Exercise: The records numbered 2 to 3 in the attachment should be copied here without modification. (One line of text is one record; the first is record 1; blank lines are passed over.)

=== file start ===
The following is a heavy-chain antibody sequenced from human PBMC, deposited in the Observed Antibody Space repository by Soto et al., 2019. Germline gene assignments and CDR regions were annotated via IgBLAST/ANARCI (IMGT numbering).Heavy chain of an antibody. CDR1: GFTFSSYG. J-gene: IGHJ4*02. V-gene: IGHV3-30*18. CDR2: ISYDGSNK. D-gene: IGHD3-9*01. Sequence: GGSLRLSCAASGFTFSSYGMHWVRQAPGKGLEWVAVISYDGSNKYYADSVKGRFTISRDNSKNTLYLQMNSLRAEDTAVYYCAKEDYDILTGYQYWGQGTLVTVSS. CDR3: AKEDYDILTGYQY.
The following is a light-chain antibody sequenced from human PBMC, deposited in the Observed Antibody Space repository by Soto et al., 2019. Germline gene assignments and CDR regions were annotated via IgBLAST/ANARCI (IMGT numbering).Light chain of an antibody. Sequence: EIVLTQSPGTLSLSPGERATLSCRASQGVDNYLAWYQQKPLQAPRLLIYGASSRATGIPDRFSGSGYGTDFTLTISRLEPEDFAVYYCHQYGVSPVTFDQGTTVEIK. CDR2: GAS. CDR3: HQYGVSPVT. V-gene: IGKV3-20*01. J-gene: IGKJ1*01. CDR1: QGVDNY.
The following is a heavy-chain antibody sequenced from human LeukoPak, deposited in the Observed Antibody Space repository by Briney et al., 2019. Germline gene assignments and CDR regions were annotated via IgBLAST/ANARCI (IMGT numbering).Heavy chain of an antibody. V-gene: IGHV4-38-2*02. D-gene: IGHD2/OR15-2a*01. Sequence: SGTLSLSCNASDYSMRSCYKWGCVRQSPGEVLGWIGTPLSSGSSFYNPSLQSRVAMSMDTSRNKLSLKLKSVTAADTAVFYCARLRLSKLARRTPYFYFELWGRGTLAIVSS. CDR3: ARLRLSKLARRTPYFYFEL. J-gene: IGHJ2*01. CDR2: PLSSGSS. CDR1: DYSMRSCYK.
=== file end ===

The following is a light-chain antibody sequenced from human PBMC, deposited in the Observed Antibody Space repository by Soto et al., 2019. Germline gene assignments and CDR regions were annotated via IgBLAST/ANARCI (IMGT numbering).Light chain of an antibody. Sequence: EIVLTQSPGTLSLSPGERATLSCRASQGVDNYLAWYQQKPLQAPRLLIYGASSRATGIPDRFSGSGYGTDFTLTISRLEPEDFAVYYCHQYGVSPVTFDQGTTVEIK. CDR2: GAS. CDR3: HQYGVSPVT. V-gene: IGKV3-20*01. J-gene: IGKJ1*01. CDR1: QGVDNY.
The following is a heavy-chain antibody sequenced from human LeukoPak, deposited in the Observed Antibody Space repository by Briney et al., 2019. Germline gene assignments and CDR regions were annotated via IgBLAST/ANARCI (IMGT numbering).Heavy chain of an antibody. V-gene: IGHV4-38-2*02. D-gene: IGHD2/OR15-2a*01. Sequence: SGTLSLSCNASDYSMRSCYKWGCVRQSPGEVLGWIGTPLSSGSSFYNPSLQSRVAMSMDTSRNKLSLKLKSVTAADTAVFYCARLRLSKLARRTPYFYFELWGRGTLAIVSS. CDR3: ARLRLSKLARRTPYFYFEL. J-gene: IGHJ2*01. CDR2: PLSSGSS. CDR1: DYSMRSCYK.